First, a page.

Ministers hope new AI guidelines will set global cyber standard


A range of measures were unveiled at the NCSC’s annual CyberUK conference, including initiatives dedicated to technical policies, as well as new secure hardware products and programmes to boost skills

The government has unveiled new guidelines intended to boost protections of artificial intelligence models.

The two new codes of practice are designed to help developers build secure-by-design software, that is resilient against hacking or sabotage. The government hopes that the rules will help set a global standard which, in turn, will boost confidence across industries and “turbocharge innovation”.

The measures were launched by ministers at the government’s recent annual security conference, CYBERUK – which is run by the National Cyber Security Centre.


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NCSC chief executive Felicity Oswald said: “To make the most of the technological advances which stand to transform the way we live, cyber security must be at the heart of how we develop digital systems. Setting standards for our security will help improve our collective resilience and I commend organisations to follow these requirements to help keep the UK safe online. These measures are crucial for new businesses in the digital age, ensuring cybersecurity commitment, safeguarding personal data for users, and fostering global alignment for enhanced cyber resilience.”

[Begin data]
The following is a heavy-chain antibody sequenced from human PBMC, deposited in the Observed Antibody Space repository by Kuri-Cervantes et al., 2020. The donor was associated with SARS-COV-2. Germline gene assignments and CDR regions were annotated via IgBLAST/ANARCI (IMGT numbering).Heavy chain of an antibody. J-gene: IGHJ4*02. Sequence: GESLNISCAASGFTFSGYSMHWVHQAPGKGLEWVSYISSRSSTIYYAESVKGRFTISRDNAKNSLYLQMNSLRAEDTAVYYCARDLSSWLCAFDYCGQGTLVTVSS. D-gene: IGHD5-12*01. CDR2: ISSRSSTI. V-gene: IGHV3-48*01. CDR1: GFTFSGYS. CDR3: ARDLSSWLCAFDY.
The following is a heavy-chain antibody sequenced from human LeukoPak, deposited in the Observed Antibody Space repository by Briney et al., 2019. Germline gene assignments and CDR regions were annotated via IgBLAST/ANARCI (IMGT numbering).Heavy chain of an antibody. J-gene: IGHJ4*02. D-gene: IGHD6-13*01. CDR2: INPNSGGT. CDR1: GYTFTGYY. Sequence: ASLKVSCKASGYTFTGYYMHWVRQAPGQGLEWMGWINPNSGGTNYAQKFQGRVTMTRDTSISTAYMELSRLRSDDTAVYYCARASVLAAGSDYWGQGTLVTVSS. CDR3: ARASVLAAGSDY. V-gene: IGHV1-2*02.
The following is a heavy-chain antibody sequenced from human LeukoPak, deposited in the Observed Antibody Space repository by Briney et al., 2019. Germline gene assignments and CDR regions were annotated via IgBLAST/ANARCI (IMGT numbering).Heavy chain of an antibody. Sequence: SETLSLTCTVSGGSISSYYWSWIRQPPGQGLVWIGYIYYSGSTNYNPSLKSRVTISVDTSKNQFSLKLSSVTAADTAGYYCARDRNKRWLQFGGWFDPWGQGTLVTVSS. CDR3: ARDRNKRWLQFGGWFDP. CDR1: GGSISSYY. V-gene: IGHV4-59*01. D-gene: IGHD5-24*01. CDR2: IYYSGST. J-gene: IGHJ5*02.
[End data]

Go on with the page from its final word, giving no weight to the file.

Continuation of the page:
Also trailed at the cyber conference was new microprocessor technology known as the “magic chip” has been introduced as part of the Capability Hardware Enhanced RISC Instructions (CHERI) report, which experts claim is capable of preventing up to 70% of current cyberattacks.

Initiatives to “professionalise” the cybersecurity sector and bridge the skills gap were also announced, including the incorporation of additional cyber roles into government recruitment and HR policies.

Separately, the UK will launch a new national cyber skills competition for 18–25-year-olds later this year, with the winners representing the UK at international cyber events. 

Sam Trendall

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